Key, with Notes, to
Female Poems On several Occasions. Written by Ephelia (1679) ("FPOSO")
The veiled identities of the many personages in Ephelia's collection, as well as the heretofore unidentified "occasions" of her best poems, have made FPOSO one of the most perplexing (and enticing) poetry books in Restoration literature.
How, for example, do today's readers make sense of poems so occasion-specific as, "To Clovis, desiring me to bring Him into Marina's Company"; or "To the Honoured Eugenia, commanding me to Write to Her"; or "To Mr J.G. on his being chosen Steward of his Club"? Anthologists, have understandably, have selected only the simplest and most generic of Ephelia's poems, such as "To one that asked me why I lov'd J.G."; or "Maidenhead: Written at the Request of a Friend; or the poet's uncomplex amorous and pastoral songs.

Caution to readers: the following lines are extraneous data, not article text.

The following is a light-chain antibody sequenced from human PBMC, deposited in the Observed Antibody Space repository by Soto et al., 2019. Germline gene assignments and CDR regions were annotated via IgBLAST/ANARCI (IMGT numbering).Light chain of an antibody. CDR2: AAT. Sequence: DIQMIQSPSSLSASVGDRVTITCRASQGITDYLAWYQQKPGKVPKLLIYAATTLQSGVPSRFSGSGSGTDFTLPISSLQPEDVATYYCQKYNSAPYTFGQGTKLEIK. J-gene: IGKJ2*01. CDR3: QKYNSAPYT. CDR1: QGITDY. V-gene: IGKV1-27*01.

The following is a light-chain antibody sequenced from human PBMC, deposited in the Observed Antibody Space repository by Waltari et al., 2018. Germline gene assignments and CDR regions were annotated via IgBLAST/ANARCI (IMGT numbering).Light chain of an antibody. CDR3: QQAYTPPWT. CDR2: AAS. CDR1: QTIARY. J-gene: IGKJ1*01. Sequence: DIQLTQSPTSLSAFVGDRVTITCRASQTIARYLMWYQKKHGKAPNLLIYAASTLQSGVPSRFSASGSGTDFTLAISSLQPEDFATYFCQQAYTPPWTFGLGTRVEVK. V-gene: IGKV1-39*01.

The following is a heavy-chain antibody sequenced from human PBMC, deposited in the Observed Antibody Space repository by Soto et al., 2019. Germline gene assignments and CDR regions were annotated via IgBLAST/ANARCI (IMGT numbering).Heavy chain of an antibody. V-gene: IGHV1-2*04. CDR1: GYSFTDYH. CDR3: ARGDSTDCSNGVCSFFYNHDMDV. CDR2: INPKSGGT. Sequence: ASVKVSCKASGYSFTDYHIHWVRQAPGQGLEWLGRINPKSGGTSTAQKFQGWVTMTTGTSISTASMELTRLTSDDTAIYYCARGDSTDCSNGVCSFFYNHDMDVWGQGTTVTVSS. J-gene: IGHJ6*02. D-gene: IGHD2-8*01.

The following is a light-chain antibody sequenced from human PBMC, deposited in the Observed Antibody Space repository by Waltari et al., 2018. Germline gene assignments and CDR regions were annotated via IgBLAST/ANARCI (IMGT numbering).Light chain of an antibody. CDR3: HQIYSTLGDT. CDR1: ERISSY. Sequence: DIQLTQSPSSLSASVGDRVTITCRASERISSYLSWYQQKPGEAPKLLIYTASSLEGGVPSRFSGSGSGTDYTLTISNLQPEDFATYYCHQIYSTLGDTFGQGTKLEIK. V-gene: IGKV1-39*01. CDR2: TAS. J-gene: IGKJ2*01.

Because the obscured cast of players in Ephelia's intriguing book have not been identified these three centuries, the best poems in Ephelia's volume have eluded anthologists; and this has resulted in a serious underrepresentation of Ephelia as a skilled user of the polyvocal persona and as a strong moral and ethical critic of Stuart court culture during the first two decades of the Restoration. Now that my research has identified a reasonably persuasive candidate for Ephelia's authorship, the identities of nearly all these figures and the precipitating occasions of the poet's "female poems" have rather fallen into place; at last, we can put a face on the several disguised addressees in this heretofore enigmatic set of poems.